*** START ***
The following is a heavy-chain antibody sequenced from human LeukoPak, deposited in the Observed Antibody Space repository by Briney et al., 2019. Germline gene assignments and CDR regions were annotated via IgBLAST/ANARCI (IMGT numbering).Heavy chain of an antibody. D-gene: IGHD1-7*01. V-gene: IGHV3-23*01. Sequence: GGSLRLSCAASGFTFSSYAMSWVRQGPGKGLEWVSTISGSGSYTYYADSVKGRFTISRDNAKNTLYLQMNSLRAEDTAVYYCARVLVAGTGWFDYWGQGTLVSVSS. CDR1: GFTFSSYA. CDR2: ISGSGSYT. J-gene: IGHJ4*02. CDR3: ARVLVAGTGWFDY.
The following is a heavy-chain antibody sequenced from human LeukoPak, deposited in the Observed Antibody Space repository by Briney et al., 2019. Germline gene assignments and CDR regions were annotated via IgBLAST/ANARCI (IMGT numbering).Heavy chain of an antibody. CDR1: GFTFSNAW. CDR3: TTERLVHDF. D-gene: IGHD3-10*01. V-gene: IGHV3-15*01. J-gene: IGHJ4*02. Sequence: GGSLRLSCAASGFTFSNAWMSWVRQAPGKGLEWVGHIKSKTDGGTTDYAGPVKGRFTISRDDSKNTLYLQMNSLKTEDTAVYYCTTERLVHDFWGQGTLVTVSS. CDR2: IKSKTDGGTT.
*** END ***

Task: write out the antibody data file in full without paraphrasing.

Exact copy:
The following is a heavy-chain antibody sequenced from human LeukoPak, deposited in the Observed Antibody Space repository by Briney et al., 2019. Germline gene assignments and CDR regions were annotated via IgBLAST/ANARCI (IMGT numbering).Heavy chain of an antibody. D-gene: IGHD1-7*01. V-gene: IGHV3-23*01. Sequence: GGSLRLSCAASGFTFSSYAMSWVRQGPGKGLEWVSTISGSGSYTYYADSVKGRFTISRDNAKNTLYLQMNSLRAEDTAVYYCARVLVAGTGWFDYWGQGTLVSVSS. CDR1: GFTFSSYA. CDR2: ISGSGSYT. J-gene: IGHJ4*02. CDR3: ARVLVAGTGWFDY.
The following is a heavy-chain antibody sequenced from human LeukoPak, deposited in the Observed Antibody Space repository by Briney et al., 2019. Germline gene assignments and CDR regions were annotated via IgBLAST/ANARCI (IMGT numbering).Heavy chain of an antibody. CDR1: GFTFSNAW. CDR3: TTERLVHDF. D-gene: IGHD3-10*01. V-gene: IGHV3-15*01. J-gene: IGHJ4*02. Sequence: GGSLRLSCAASGFTFSNAWMSWVRQAPGKGLEWVGHIKSKTDGGTTDYAGPVKGRFTISRDDSKNTLYLQMNSLKTEDTAVYYCTTERLVHDFWGQGTLVTVSS. CDR2: IKSKTDGGTT.